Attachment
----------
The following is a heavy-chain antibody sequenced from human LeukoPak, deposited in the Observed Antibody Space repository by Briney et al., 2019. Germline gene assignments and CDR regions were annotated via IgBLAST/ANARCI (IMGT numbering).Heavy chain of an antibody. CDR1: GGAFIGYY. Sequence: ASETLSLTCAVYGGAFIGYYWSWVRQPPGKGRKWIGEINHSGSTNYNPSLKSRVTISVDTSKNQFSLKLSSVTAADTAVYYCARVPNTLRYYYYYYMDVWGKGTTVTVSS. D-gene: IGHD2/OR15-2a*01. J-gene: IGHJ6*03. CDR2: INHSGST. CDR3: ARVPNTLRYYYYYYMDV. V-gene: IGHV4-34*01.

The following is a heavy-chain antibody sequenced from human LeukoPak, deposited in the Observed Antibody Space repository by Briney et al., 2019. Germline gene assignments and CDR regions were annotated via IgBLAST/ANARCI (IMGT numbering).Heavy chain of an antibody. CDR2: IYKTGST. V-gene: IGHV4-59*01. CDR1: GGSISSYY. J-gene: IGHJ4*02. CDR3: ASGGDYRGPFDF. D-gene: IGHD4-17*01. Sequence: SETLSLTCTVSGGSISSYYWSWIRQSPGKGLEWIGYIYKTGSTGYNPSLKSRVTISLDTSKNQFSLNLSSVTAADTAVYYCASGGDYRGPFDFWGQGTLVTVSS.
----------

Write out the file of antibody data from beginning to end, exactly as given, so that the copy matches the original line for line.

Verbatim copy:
The following is a heavy-chain antibody sequenced from human LeukoPak, deposited in the Observed Antibody Space repository by Briney et al., 2019. Germline gene assignments and CDR regions were annotated via IgBLAST/ANARCI (IMGT numbering).Heavy chain of an antibody. CDR1: GGAFIGYY. Sequence: ASETLSLTCAVYGGAFIGYYWSWVRQPPGKGRKWIGEINHSGSTNYNPSLKSRVTISVDTSKNQFSLKLSSVTAADTAVYYCARVPNTLRYYYYYYMDVWGKGTTVTVSS. D-gene: IGHD2/OR15-2a*01. J-gene: IGHJ6*03. CDR2: INHSGST. CDR3: ARVPNTLRYYYYYYMDV. V-gene: IGHV4-34*01.

The following is a heavy-chain antibody sequenced from human LeukoPak, deposited in the Observed Antibody Space repository by Briney et al., 2019. Germline gene assignments and CDR regions were annotated via IgBLAST/ANARCI (IMGT numbering).Heavy chain of an antibody. CDR2: IYKTGST. V-gene: IGHV4-59*01. CDR1: GGSISSYY. J-gene: IGHJ4*02. CDR3: ASGGDYRGPFDF. D-gene: IGHD4-17*01. Sequence: SETLSLTCTVSGGSISSYYWSWIRQSPGKGLEWIGYIYKTGSTGYNPSLKSRVTISLDTSKNQFSLNLSSVTAADTAVYYCASGGDYRGPFDFWGQGTLVTVSS.